Volunteer Sandra Walding named Murray Bridge’s citizen of the year for 2024
A Meals on Wheels stalwart, the Rockleigh 105 Gravel Fest and the Hub on Darling Avenue have been recognised with Australia Day awards this year.
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Three groups of locals who sustain our physical and mental health have been recognised with Australia Day awards in Murray Bridge.
Long-standing Meals on Wheels volunteer Sandra Walding was named the community’s citizen of the year at an event on Friday morning.
The team from the Hub at Darling Avenue, which brings together people in need for a meal and a chat every Friday, was given an award for active citizenship.
Meanwhile, Murraylands Multisports received an award for the community event of the year: the Rockleigh 105 Gravelfest.
Scroll down to read their stories.
Meals on Wheels volunteer Sandra Walding named citizen of the year
Sandra Walding has been delivering meals to people who need them all around Murray Bridge since 1987.
Over 37 years with the local Meals on Wheels branch, she has filled all kinds of roles and, the crowd was told on Friday morning, had proven herself capable and caring at every step along the way.
Her service and loyalty have also extended to local sporting clubs.
She is a life member of the Rambler Football Club, where she has long worked in the canteen, as well as the Jervois and Murray Bridge Bowling Club ladies’ darts clubs.
Acting council CEO Tim Vonderwall paid tribute to the “extraordinary” contribution she had made to the community.
An emotional Ms Walding said she was honoured and privileged to have won the award.
“I’m especially proud to have represented Meals on Wheels in Murray Bridge in many positions and deliveries for the last 37 years,” she said.
“I hope that I have many more years in me.”
There was one other finalist for the award: Analise Gates, whose Murraylands Fair was last year recognised as the event of the year.
Rockleigh 105/Gravel Fest named event of the year
Over the past decade, volunteer organisation Murraylands Multisports has gained a reputation for putting on some of South Australia’s most challenging running and cycling events.
Among them is the Rockleigh 105, a gruelling 105-kilometre bike ride through the rocky terrain of the eastern Adelaide Hills.
Founder Morgan Coull and his team celebrated the event’s 10th anniversary last year, and have raised thousands of dollars for the Rockleigh Country Fire Service brigade in that time.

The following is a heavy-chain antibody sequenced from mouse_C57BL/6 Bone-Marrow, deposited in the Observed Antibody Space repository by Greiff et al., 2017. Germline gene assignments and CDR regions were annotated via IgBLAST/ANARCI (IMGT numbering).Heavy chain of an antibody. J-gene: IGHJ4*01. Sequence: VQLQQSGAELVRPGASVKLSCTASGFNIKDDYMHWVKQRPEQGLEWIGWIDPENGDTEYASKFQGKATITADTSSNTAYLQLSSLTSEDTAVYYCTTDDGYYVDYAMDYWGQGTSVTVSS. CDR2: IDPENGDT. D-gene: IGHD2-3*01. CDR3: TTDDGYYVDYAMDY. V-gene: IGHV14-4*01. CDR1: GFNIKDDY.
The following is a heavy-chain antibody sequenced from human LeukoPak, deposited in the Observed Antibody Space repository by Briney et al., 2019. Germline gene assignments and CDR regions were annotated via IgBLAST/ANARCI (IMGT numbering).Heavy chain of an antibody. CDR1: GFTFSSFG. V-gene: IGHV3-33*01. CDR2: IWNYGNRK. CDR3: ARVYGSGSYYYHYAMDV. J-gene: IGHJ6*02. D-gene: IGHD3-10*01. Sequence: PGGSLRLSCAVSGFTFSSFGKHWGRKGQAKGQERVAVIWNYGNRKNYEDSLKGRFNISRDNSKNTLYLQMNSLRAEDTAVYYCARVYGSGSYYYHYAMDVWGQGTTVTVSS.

Organiser Darryl Webb accepted the award.
“Anybody who can do a cross bike or a rally bike, even if you’re my age, you’re more than welcome to come out and join the Rockleigh 105,” he said.
“Without those who participate in all our events … we wouldn’t have an event, so thank you to all of those that participate.”
Active citizenship award presented to the Hub at Darling Avenue
What better example of good citizenship could there be than the volunteer team at the Hub at Darling Avenue?
Each Friday, in partnership with Foodbank and Second Bite, they provide anyone who needs it with coffee and toasted sandwiches; free bread, fruit and veggies; low-cost groceries; and, importantly, company.
The need has proven great since the hub opened behind Bridge City Church in 2022.
About 150 people come along every week, whether to pick up food and drinks, access the bathroom and laundry facility that has since been established there, or just to connect with other locals.
On Friday morning, those behind the initiative were recognised with an active citizenship award.
The senior pastor at the church, Robyn Cinc, said it was an honour and privilege for the team to receive the award “for doing something that we know is the right thing to do in the times that we live in”.
Australia Day ambassador praises Murray Bridge
Among those impressed by the award winners – and the community – was guest speaker Samela Harris, a pioneering Adelaide journalist and arts reviewer.
She had come to the event as an Australia Day ambassador, she said, but she would leave it as an ambassador for Murray Bridge.
The city’s willingness to embrace its Indigenous history, its arts scene, the River Murray and, yes, some of the tattoos locals sported were to be envied, she said.
“If anybody knocks Murray Bridge to me, they’re going to have to really account for themselves – I’m not having it,” she said.
“This is a wonderful place.”
During her speech, she even took the time to thank readers of Murray Bridge News – that’s you – for lending their support to “an absolutely magic enterprise”.
Murray Bridge Mayor Wayne Thorley offered his congratulations to the award winners.
“I couldn’t be more proud of these local legends, who deserve to be honoured for their exceptional talents and hard work,” he said.
“They have all played a pivotal role in enriching our vibrant and thriving communities, and their achievements serve as inspiration for the rest of us.
“Every single person in this community helps contribute to the proud, thriving and resilient community we are today, and it’s legends like these that lead the way for those yet to come.”
Disclosure: The author was gifted a grevillea seedling, one of the left over decorations from the event, by the Rural City of Murray Bridge. Which was nice.